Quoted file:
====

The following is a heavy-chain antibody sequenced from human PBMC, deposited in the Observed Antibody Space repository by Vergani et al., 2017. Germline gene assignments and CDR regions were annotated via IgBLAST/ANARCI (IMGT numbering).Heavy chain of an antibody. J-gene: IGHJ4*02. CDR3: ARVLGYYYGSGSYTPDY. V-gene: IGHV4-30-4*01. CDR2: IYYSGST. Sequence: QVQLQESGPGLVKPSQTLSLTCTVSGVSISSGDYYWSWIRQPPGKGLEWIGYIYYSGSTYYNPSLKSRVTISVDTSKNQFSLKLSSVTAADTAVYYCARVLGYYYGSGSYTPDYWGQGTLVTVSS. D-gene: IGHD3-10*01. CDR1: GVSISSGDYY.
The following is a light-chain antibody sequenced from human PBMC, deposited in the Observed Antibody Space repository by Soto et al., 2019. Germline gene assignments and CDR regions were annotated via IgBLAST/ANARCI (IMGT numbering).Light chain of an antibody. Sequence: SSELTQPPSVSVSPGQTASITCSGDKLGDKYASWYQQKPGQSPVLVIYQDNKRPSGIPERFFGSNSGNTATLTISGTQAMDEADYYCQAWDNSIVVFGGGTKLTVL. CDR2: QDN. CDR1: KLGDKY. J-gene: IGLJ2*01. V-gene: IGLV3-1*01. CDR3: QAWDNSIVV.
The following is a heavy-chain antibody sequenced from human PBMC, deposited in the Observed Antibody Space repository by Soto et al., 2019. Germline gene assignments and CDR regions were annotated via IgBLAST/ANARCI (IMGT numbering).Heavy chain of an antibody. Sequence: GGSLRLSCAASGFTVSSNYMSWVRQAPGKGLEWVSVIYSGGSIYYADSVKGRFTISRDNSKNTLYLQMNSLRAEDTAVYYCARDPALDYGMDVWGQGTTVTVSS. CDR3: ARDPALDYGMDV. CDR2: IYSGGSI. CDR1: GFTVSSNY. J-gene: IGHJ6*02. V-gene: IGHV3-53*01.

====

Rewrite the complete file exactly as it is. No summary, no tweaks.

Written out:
The following is a heavy-chain antibody sequenced from human PBMC, deposited in the Observed Antibody Space repository by Vergani et al., 2017. Germline gene assignments and CDR regions were annotated via IgBLAST/ANARCI (IMGT numbering).Heavy chain of an antibody. J-gene: IGHJ4*02. CDR3: ARVLGYYYGSGSYTPDY. V-gene: IGHV4-30-4*01. CDR2: IYYSGST. Sequence: QVQLQESGPGLVKPSQTLSLTCTVSGVSISSGDYYWSWIRQPPGKGLEWIGYIYYSGSTYYNPSLKSRVTISVDTSKNQFSLKLSSVTAADTAVYYCARVLGYYYGSGSYTPDYWGQGTLVTVSS. D-gene: IGHD3-10*01. CDR1: GVSISSGDYY.
The following is a light-chain antibody sequenced from human PBMC, deposited in the Observed Antibody Space repository by Soto et al., 2019. Germline gene assignments and CDR regions were annotated via IgBLAST/ANARCI (IMGT numbering).Light chain of an antibody. Sequence: SSELTQPPSVSVSPGQTASITCSGDKLGDKYASWYQQKPGQSPVLVIYQDNKRPSGIPERFFGSNSGNTATLTISGTQAMDEADYYCQAWDNSIVVFGGGTKLTVL. CDR2: QDN. CDR1: KLGDKY. J-gene: IGLJ2*01. V-gene: IGLV3-1*01. CDR3: QAWDNSIVV.
The following is a heavy-chain antibody sequenced from human PBMC, deposited in the Observed Antibody Space repository by Soto et al., 2019. Germline gene assignments and CDR regions were annotated via IgBLAST/ANARCI (IMGT numbering).Heavy chain of an antibody. Sequence: GGSLRLSCAASGFTVSSNYMSWVRQAPGKGLEWVSVIYSGGSIYYADSVKGRFTISRDNSKNTLYLQMNSLRAEDTAVYYCARDPALDYGMDVWGQGTTVTVSS. CDR3: ARDPALDYGMDV. CDR2: IYSGGSI. CDR1: GFTVSSNY. J-gene: IGHJ6*02. V-gene: IGHV3-53*01.